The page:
Aircraftman First Class Herbert Leslie Bowden

When Albert and Nellie Bowden were celebrating the birth of their second son Herbert Leslie in 1920, little did they dream of him winning a medal for courage in the next war.

Albert John Bowden (1886-1971) and Ellen (nee Powlesland 1890-1971)

Born at The Dairy in Sticklepath in 1920, Leslie no doubt started school in Sticklepath before going on to Okehampton Grammar School and then working as a clerk for Messrs Blatchford and Ash, Builders of Okehampton. He was a bright lad who signed up voluntarily in 1941.

Herbert Leslie Bowden, Aircraftman First Class, about 1943

He was made Leading Aircraftman (LAC) when he went to North Africa. The Western Times, 26 Feb 1943, was pleased to announce his medal and the fact that he had requested their newspaper be sent to him wherever he was stationed.

His medal was of course gazetted and you can read a brief and interesting account of his courageous action in the London Gazette 9 Feb 1943.

Unfortunately he was in his beloved newspaper again just 5 years later. The Western Times Friday 10 December 1948 shows:


BOWDEN.—Mr. and Mrs. Bowden, The Dairy. Sticklepath, wish to thank relatives, neighbours and friends who sent messages of sympathy and flowers and who attended the funeral of their son Leslie. They would also like to express their deep appreciation of the many kindnesses shown to him during his illness, and of the attention given to him by the doctor and the staff at Okehampton Hospital.

Sadly his untimely death from tuberculosis at the age of 28 years on 2 Dec 1948, was just 6 weeks before his grandmother Mary Ann also died. Probate for both was awarded to his father Albert and they appear on the same page.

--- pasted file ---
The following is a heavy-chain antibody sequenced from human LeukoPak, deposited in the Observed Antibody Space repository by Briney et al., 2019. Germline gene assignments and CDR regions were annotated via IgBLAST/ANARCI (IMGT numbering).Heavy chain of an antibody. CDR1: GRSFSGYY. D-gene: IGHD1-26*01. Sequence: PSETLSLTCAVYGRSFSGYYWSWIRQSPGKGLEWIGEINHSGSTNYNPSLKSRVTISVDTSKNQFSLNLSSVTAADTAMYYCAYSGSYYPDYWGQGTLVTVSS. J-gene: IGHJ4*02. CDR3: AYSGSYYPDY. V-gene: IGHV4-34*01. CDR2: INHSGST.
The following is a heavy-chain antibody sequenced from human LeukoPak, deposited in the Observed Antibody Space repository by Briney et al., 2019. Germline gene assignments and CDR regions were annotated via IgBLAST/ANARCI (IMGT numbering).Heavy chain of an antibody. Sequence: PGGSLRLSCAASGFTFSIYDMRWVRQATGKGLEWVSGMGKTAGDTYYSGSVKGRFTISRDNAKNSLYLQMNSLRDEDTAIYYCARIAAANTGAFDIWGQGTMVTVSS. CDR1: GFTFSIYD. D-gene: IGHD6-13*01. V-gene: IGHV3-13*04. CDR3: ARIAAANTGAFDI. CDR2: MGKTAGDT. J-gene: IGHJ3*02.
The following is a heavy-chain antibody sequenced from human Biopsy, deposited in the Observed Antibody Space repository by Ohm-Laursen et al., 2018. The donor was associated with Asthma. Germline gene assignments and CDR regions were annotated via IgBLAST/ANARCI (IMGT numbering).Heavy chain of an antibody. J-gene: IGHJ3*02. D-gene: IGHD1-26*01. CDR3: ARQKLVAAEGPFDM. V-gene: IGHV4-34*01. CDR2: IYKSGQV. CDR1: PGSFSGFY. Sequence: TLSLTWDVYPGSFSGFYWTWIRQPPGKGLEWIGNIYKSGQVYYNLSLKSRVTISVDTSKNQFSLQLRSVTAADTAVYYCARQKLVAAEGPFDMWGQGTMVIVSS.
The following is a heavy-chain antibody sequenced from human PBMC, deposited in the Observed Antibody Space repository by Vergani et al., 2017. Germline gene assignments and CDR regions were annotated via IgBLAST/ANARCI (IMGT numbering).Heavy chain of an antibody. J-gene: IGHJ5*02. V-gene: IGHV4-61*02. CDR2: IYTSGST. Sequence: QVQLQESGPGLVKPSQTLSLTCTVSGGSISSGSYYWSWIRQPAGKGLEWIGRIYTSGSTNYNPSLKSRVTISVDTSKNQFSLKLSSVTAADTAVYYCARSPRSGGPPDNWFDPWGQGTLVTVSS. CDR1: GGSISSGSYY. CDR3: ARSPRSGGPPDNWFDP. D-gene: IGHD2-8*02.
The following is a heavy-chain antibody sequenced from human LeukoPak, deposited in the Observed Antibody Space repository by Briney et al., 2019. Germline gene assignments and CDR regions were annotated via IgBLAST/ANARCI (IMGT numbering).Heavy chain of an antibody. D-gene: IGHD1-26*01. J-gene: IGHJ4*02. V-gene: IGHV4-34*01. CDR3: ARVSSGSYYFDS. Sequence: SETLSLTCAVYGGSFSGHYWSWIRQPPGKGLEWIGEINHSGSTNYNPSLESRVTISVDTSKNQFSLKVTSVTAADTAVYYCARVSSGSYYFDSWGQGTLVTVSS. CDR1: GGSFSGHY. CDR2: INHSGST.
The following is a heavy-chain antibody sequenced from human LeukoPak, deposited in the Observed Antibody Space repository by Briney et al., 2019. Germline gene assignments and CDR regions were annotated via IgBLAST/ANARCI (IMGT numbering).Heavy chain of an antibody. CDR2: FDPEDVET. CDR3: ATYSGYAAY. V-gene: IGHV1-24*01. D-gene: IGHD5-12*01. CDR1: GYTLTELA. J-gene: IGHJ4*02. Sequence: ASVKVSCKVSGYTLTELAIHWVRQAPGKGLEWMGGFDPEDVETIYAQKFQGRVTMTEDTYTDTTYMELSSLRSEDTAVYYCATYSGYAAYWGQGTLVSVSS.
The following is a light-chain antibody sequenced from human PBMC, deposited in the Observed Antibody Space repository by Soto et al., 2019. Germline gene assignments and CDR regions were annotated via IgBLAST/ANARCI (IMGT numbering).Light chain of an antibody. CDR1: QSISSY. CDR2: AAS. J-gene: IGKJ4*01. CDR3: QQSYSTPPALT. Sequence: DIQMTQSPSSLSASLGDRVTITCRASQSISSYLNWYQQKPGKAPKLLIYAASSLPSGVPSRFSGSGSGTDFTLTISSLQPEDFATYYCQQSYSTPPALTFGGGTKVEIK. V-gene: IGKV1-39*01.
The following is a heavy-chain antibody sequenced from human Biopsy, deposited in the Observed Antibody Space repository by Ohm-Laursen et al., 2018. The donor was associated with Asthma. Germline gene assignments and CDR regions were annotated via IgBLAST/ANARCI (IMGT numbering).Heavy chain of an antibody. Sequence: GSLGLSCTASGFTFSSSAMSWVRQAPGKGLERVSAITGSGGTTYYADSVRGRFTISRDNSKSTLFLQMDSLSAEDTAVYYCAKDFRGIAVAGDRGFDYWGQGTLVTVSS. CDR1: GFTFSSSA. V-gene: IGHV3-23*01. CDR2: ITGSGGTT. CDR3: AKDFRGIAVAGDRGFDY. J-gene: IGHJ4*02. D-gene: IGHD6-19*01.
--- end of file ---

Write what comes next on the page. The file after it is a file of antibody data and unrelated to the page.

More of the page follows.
Although a trial of a small batch of streptomycin in 1946 had already shown that 10% of TB patients could be cured, and BCG vaccine was available, neither were generally available. Had he been infected a few years later the story would have been very different. In the 1950s other antibiotics and regimes involving combinations of drugs over a prolonged period were largely successful in treating TB. In 1948 TB was a major killer. Sadly, whilst cases do still occur here, in poorer countries around the world it remains a big problem.

Uncle Albert and Auntie Nellie continued to live at The Dairy in the middle of Sticklepath into their 80s. I can picture them sitting next to their Aga in a lovely warm kitchen.

Albert and Nellie
Tudor Cottage and The Dairy, Sticklepath 1983 (Photo by C.Roger F. Bowden their nephew.)

See also Sticklepath War Memorial 1914-1918 and St Mary’s Roll of Honour

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